In this blog I have scoured the annals of time to present some fascinating back issues of the music magazines my 80s generation just loved! Some of us had subscriptions to these music magazines, other times, we didn’t and/ or couldn’t afford it. Therefore, we would wait anxiously (in a good way) for the next issue to hit newsstands.
The time is 1989. Twitter doesn’t exist. Cell phones aren’t even discussed as a technological possibility. We have no computer in my household. The internet is non-existent to a large majority of the population. Computers were a rich kid’s plaything and the newest computer is still the Apple II used in a few public schools and not every school had them. Everything is researched in books checked out from the public library and a card catalog system consisted of a span of pull out drawers chalked full of index cards with the author’s name, circulation number, and title. Information is jotted down on pen and paper, or if you were me, then pen and index cards. That’s how I complied information back in these old days.
Music news traveled by word of mouth, in print (in the music magazines), MTV and the radio. Who’s opening up for who again? Was it Guns n’ Roses or some upstart band calling themselves ‘Slaughter’? I just used this as an example even though Slaughter did open for KISS on their HITS tour in 1989.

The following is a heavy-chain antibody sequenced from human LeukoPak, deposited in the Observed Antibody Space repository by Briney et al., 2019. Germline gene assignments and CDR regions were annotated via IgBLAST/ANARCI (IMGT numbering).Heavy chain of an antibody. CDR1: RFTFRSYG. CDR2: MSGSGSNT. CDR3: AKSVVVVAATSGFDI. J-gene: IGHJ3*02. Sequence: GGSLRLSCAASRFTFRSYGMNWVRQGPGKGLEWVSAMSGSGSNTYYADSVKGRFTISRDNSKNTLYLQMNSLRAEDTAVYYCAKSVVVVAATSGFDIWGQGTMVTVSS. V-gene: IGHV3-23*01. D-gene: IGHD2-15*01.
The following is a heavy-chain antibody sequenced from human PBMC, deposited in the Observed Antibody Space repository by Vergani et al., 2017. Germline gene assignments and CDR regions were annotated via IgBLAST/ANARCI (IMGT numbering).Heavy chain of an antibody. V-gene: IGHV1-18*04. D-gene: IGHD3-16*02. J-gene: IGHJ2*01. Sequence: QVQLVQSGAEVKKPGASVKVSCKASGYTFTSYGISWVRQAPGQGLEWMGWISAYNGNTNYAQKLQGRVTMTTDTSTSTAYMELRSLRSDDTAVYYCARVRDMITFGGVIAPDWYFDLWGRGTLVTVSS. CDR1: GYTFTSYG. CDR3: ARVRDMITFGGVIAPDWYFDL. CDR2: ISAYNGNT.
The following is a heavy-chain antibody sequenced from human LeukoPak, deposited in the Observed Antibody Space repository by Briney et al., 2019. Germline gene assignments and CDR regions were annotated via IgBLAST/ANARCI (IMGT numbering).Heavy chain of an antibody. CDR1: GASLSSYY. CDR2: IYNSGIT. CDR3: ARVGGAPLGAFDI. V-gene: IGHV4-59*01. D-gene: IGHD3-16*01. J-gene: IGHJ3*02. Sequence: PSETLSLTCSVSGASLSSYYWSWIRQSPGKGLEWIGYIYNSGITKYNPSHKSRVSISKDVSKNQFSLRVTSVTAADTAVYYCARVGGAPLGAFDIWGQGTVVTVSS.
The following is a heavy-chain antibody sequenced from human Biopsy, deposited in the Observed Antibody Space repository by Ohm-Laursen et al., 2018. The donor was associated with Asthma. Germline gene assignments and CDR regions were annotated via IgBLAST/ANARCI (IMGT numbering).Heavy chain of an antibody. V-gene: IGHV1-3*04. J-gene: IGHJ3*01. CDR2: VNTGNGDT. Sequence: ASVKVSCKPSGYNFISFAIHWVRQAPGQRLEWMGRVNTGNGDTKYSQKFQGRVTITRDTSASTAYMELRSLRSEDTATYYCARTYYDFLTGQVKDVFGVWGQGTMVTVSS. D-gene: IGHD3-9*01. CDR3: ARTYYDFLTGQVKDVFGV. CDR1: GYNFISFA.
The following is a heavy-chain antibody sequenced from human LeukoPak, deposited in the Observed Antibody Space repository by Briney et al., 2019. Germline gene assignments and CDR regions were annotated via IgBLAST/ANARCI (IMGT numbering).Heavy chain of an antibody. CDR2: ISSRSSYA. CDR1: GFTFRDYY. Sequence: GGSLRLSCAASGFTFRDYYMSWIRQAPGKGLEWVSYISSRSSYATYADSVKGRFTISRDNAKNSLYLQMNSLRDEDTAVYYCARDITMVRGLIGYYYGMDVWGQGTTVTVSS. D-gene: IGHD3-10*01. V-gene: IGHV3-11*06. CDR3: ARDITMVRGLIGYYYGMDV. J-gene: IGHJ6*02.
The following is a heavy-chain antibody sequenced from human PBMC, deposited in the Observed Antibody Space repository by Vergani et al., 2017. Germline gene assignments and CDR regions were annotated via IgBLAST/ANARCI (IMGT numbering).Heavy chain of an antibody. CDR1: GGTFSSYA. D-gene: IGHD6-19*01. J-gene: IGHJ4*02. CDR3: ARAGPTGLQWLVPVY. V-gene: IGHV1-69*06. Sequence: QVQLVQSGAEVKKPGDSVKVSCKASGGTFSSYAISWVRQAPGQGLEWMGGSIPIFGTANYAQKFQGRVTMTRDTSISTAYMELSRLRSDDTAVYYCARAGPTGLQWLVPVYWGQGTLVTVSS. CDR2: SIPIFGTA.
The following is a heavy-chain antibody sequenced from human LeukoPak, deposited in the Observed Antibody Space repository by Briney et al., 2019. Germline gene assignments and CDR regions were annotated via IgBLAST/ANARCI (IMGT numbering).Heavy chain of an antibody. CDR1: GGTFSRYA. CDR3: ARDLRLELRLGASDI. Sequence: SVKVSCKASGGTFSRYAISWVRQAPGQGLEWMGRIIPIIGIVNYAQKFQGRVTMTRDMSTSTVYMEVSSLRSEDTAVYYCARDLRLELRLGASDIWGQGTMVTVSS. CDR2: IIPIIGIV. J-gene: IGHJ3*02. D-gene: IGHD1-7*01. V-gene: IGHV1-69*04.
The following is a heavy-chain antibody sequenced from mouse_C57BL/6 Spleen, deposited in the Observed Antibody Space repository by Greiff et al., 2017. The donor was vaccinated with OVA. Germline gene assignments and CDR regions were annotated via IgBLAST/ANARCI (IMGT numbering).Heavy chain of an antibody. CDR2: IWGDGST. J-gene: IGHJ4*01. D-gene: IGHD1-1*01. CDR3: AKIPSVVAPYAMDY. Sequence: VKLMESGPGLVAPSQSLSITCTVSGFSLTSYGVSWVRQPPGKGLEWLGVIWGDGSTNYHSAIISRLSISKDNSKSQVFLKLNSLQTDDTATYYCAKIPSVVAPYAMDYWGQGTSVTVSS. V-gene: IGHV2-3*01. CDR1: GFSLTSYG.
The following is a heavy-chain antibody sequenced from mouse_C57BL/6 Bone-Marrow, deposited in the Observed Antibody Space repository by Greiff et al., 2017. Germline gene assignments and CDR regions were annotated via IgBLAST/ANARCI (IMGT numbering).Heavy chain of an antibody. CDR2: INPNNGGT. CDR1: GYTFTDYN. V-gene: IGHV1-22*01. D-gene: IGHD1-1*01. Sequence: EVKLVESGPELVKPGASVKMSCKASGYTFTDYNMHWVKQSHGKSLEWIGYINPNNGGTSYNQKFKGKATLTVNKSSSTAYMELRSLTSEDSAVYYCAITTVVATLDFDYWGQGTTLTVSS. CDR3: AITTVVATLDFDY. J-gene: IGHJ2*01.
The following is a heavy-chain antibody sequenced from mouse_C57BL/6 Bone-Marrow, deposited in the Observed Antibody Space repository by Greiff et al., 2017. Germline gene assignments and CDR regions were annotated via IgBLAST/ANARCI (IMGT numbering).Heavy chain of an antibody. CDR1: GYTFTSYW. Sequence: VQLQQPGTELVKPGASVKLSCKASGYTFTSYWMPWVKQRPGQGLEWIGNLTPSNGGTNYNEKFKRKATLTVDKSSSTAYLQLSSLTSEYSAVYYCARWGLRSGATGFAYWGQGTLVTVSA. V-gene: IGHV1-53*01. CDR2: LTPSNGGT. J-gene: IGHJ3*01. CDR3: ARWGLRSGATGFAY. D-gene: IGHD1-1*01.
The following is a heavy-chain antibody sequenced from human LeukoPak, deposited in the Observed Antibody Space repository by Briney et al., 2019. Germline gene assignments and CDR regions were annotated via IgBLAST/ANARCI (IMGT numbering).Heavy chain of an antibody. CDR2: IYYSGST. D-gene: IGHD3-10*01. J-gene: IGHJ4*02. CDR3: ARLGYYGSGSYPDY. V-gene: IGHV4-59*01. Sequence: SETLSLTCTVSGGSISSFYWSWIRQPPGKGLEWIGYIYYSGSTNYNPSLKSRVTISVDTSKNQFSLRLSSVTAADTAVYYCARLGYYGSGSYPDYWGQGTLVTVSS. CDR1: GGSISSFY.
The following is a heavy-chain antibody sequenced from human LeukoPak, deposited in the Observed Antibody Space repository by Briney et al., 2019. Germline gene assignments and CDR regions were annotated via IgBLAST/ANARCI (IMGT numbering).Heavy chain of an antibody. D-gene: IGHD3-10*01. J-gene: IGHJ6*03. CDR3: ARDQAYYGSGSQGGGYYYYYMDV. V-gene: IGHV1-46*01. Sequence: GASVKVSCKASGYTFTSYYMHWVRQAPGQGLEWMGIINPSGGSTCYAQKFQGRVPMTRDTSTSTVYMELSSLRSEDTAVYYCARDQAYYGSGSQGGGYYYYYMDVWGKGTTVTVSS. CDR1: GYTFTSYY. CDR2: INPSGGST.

And Sebastian Bach, lead singer of Skid Row blurted out on the American Music Awards program, “Well… shhh-iver me timbers!” since swearing wasn’t allowed on national television. It made me laugh so hard when he said it after receiving an award because I hung onto every word. Am I fan of Skid Row? Around this time, no. However, my older sister simply adored this new rock band that was quick to grace the covers of all the music magazines: Metal Edge (pictured), RIP, Circus, etc.
I was a Kiss fan at the time, and despite what my parents told me about this particular band and how infamous they were, it made me love them even more. Shock rock at its finest. The only other rock star that achieved such a reputation was Alice Cooper. My mom saw Alice Cooper in concert back in the 1970s, and she took my uncle to his first Kiss concert around the same time, too. They lived it and are original fans from an era not too different from that of my own.